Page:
Personal details include your account details and PIN. Even if the person at the other end of the line sounds convincing, never give your pin over the phone. If the caller claims to be your bank, know that they won’t need or demand your whole account number.
Take your time
Pressure tactics are the remit of aggressive salespeople and scammers. Go at your own pace. Unless you’re comfortable continuing the call, end it. Never pay for anything right away – double-check all the information.
Yes, end the call
It might seem rude, but it’s 2022. You can hang up. There are many scammers out there and none of us are getting younger. If you feel intimidated or harassed, you have the right to end the call and get on with your life.
What to do After a Scam Call
Use Nuwber to check who called
You can quickly use Nuwber to find out who owns a phone number. This will help you decide whether your call was from a scammer or not.
Ring the organization back
Calling the organization yourself is an excellent way to see if the call was legitimate. Make sure you call the official number that’s on your policy or statement, not a number that the potential scammer gave you over the phone. The organization will normally be interested to learn about a scammer using its identity as it damages their reputation and brand loyalty.
Register with a scam-blocking service
Watch out, because some scam-blocking services are … yes, you guessed it … scams.
To play it safe, note that your carrier may have a call-blocking service for a cost, usually monthly. Some may also have free scam-blocking software that you can install. Some third-party apps include:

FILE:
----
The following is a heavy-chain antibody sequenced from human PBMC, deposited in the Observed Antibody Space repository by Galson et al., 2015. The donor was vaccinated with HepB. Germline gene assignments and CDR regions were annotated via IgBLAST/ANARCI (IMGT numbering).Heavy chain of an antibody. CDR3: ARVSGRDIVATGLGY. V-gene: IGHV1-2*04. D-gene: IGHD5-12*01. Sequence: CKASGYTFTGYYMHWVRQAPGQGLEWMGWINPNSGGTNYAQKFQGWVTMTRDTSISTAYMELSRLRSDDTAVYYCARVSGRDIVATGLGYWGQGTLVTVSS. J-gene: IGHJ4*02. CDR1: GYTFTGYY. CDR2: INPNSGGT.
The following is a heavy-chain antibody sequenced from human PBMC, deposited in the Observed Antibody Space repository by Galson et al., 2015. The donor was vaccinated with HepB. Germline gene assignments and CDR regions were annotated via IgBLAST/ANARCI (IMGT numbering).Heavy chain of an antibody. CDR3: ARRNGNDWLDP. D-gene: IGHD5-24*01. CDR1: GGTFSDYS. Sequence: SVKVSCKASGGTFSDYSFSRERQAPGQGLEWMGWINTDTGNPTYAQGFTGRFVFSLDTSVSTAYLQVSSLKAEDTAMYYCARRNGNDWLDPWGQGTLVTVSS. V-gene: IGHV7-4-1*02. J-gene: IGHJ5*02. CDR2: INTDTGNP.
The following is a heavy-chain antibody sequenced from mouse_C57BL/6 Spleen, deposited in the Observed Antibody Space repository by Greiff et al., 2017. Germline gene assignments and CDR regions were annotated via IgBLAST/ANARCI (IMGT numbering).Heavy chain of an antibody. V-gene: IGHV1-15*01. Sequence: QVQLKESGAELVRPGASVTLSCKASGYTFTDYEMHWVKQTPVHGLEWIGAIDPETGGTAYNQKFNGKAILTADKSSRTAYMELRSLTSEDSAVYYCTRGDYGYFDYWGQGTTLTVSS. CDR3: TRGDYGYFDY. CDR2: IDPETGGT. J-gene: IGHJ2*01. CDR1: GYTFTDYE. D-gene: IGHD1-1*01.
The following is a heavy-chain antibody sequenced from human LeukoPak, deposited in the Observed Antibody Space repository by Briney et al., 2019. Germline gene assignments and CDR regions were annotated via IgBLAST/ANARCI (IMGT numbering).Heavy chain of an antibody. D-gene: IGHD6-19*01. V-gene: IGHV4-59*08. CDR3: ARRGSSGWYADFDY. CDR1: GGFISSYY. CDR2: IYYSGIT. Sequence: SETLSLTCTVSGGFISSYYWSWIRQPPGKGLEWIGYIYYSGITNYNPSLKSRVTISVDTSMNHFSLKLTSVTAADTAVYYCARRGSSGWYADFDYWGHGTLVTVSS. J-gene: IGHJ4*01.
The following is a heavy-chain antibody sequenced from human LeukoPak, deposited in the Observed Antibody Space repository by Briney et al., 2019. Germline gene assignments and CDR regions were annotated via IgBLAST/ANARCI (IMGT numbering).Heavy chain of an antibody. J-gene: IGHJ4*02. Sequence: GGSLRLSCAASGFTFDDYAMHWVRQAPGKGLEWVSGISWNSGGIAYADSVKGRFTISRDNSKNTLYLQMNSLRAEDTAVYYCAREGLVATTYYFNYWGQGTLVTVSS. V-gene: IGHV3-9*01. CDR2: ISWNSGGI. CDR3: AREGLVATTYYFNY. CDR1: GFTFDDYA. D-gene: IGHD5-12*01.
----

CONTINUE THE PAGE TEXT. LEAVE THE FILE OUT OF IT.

* Nomorobo (also works with landlines)
If one number is calling you over and over again, you may be able to use your smartphone to block them.
If using iOS, go to “phone,” then “recents.” Next to the number you wish to block, click the blue information icon, then select “block this caller.”
On Android, go to phone and then recents, then long-press on the number you wish to block. Choose “block.”
Register with the Do Not Call Registry
Once signed up with the Do Not Call Registry, you should see a reduction in nuisance calls within a month. Note, however, that the service only works for sales calls.
Report calls to the FTC
If one caller, in particular, is driving you mad, you can report them to the FTC. While they can’t respond to every complaint, they do take action most times. Your complaint could add to a barrage of complaints that makes something happen. It might also make you feel better.
If you’ve been the victim of a scam, don’t be embarrassed. If it didn’t work, scammers wouldn’t still be doing it. But now it’s time to talk about what happened to help prevent it from happening to others and double down on protecting yourself.
Remember, you are in charge of any call. Don’t give out any private information. Use the services at your disposal to check the caller’s identity. If necessary, block the number.
Technology and carriers are getting better at spotting and stopping scam callers. That doesn’t mean that we should sit back and let the scam chips fall where they may, but, as we travel into and through 2022, we can hope that the right people are on our side and that this aspect of our lives will get easier and safer.